PropertyLaw

water bill faulty

If the meter is defective then it is the responsibility of the municipality to not only repair it they would also be liable for the cost of the wasted water.

 Here is the gist of an email inquiry we received last week:

 “Hugh; thank you for taking my earlier call. I live in Newlands in Cape Town and as you know we have severe water restrictions. I’ve really tried to cut down on my water consumption and over the last year, it‘s been very low. However, over the past 4 months my municipal water accounts suddenly more than tripled. Knowing this cannot be right I queried my accounts with the municipality. They said the consumption was correct according to my water meter and I must pay or my water would be cut off. The only explanation I have is that the water meter is not working correctly; but whose responsibility is it to verify this and whose responsibility is the excess water usage if it is defective?”

Let us try and answer this question in this blog.


Our courts have recently had to address a similar set of facts in the case of Gauteng in the matter of Euphorbia (Pty) Ltd t/a Gallagher Estates v City of Johannesburg.

In this case, the applicant (Gallagher Estates) was sued by the municipality for several million rands which the municipality alleged was owed to it as a result of water and sewage charges due and payable by Gallagher Estates to the municipality. Gallagher Estate’s response was that the charges that the municipality was seeking to recover were based on a faulty water meter and accordingly that these amounts were not lawfully owed.

One of the issues before the court was whether the duty of proving that the consumer was incorrectly billed lies on the consumer or whether proving that the consumer was correctly billed lies on the municipality. 

In the case, it was found that Gallagher Estates was legally not allowed to remove and test the meter because the legal entitlement was reserved for the municipality. Accordingly, because the applicant was not in the possession of all the information that it needed to prove that the meter was not functioning properly due to the fact that only the municipality was legally entitled to remove and test the meter, it would be unfair in law to burden the applicant with the responsibility of proving that the meter was not functioning as it would be much easier for the municipality to prove that the meter was working than for the consumer to prove that it was not.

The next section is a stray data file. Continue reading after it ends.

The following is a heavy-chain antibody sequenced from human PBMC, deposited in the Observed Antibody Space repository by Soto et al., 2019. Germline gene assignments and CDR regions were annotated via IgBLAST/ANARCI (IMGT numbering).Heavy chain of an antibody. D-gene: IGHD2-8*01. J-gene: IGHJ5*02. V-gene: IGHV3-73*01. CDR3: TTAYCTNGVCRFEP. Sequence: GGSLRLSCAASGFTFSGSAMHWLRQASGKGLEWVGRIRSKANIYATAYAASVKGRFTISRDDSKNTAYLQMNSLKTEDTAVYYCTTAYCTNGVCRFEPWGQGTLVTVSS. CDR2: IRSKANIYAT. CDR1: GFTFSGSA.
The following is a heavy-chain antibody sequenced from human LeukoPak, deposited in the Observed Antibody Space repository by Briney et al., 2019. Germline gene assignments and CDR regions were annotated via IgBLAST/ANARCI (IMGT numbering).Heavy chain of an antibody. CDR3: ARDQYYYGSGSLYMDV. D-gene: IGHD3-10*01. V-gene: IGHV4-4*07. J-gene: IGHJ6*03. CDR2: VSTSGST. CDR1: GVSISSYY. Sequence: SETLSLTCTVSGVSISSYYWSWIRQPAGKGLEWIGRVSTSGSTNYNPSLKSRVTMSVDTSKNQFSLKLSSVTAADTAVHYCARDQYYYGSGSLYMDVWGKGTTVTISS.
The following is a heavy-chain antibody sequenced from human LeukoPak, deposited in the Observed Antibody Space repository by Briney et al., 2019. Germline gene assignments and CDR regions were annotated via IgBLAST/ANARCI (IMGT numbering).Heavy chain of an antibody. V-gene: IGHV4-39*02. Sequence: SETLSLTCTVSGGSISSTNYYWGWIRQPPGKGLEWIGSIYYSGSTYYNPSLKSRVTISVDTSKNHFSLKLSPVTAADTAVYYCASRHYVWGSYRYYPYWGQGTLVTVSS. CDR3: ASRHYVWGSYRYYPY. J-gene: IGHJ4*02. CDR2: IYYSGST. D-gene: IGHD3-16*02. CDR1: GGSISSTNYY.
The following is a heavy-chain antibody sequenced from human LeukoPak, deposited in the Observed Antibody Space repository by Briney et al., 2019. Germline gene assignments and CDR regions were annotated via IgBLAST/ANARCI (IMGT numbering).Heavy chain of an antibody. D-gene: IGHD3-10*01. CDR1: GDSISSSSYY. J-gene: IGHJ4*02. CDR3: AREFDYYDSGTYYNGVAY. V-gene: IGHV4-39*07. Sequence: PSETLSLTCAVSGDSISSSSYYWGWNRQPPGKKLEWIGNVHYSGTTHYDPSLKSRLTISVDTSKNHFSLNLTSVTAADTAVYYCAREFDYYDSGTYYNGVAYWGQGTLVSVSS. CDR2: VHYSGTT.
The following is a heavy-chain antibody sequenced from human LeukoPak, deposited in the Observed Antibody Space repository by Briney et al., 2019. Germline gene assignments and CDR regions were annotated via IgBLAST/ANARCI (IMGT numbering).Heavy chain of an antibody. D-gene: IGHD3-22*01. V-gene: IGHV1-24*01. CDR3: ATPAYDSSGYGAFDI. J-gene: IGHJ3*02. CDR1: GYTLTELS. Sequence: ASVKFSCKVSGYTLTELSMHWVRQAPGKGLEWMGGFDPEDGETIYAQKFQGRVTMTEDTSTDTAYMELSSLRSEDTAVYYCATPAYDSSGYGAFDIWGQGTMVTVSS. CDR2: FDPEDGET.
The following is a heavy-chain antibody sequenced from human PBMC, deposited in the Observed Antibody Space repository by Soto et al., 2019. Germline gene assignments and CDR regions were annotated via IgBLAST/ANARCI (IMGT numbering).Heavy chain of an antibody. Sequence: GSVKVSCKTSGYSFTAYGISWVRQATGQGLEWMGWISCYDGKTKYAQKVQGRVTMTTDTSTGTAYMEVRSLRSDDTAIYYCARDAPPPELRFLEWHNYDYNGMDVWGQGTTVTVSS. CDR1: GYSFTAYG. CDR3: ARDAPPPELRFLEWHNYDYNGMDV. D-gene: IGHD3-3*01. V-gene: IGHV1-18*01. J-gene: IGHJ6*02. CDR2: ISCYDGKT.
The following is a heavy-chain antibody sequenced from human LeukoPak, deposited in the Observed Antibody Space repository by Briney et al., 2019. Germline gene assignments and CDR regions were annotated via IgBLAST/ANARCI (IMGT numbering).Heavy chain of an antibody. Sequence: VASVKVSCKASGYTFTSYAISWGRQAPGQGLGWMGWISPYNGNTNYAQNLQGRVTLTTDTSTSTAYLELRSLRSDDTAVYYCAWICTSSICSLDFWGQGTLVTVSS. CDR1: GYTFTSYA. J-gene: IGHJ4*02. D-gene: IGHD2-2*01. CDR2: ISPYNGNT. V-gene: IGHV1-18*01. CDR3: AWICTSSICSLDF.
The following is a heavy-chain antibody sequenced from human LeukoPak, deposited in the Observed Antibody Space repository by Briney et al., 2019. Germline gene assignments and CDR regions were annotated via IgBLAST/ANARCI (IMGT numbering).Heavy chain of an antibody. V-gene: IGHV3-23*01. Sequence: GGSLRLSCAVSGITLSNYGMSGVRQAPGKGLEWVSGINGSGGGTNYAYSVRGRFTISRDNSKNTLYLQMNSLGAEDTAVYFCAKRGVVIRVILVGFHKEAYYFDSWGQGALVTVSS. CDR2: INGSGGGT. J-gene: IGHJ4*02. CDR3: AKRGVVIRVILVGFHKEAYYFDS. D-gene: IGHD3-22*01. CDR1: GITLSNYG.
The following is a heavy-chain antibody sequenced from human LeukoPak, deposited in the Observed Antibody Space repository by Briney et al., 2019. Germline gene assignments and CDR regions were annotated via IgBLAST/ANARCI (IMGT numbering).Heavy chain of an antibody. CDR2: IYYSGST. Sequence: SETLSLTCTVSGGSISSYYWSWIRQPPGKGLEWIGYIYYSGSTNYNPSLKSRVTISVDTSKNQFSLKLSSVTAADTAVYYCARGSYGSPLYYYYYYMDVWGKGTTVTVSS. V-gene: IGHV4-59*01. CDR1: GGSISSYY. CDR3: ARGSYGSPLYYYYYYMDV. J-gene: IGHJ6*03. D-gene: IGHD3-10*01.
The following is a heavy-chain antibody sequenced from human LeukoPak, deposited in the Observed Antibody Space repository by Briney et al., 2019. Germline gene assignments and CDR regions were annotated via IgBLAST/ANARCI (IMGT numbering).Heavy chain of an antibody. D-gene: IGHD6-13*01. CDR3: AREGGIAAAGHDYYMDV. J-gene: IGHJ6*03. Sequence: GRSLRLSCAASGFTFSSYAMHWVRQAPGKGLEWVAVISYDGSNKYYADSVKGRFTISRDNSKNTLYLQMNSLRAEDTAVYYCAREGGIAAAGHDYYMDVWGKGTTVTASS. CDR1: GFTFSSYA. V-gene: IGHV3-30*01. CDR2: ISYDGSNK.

From this case, it can be deduced that in metering disputes with a municipality it is not the consumer’s responsibility to prove that the charges billed are wrong or based on a non-functioning meter. It is rather the municipality’s responsibility to first prove that the charges are correct and based on a functioning meter. If a consumer disputes the alleged consumption and lodges a query, the burden then rests on the municipality to investigate the issue, and the meter, if necessary to confirm whether the alleged amounts billed are correct.

In your case, we would advise lodging a formal query with the municipality to investigate the meter, and should the municipality not adhere to the request to through your lawyer inform the municipality of their responsibility to do so as stipulated in the above case. You can even give them a copy of this blog and ask them to verify the facts.

Lastly, if the meter is defective then it is the responsibility of the municipality to not only repair it; and they would also be liable for the cost of the wasted water. You would be entitled to a credit on your municipal account.

Please visit our website at www.legaladviceoffice.co.za or send us an email to This email address is being protected from spambots. You need JavaScript enabled to view it. and we will respond to your legal queries within 48 hours.

About our author:

Hugh Pollard (Legal Consultant), has a BA LLB and 42 years’ experience in the legal field. 22 years as a practising attorney and conveyancer; and 20 years as a Legal Consultant.

082-0932304 (Hugh’s Cell Number)

This email address is being protected from spambots. You need JavaScript enabled to view it.

www.legaladviceoffice.co.za

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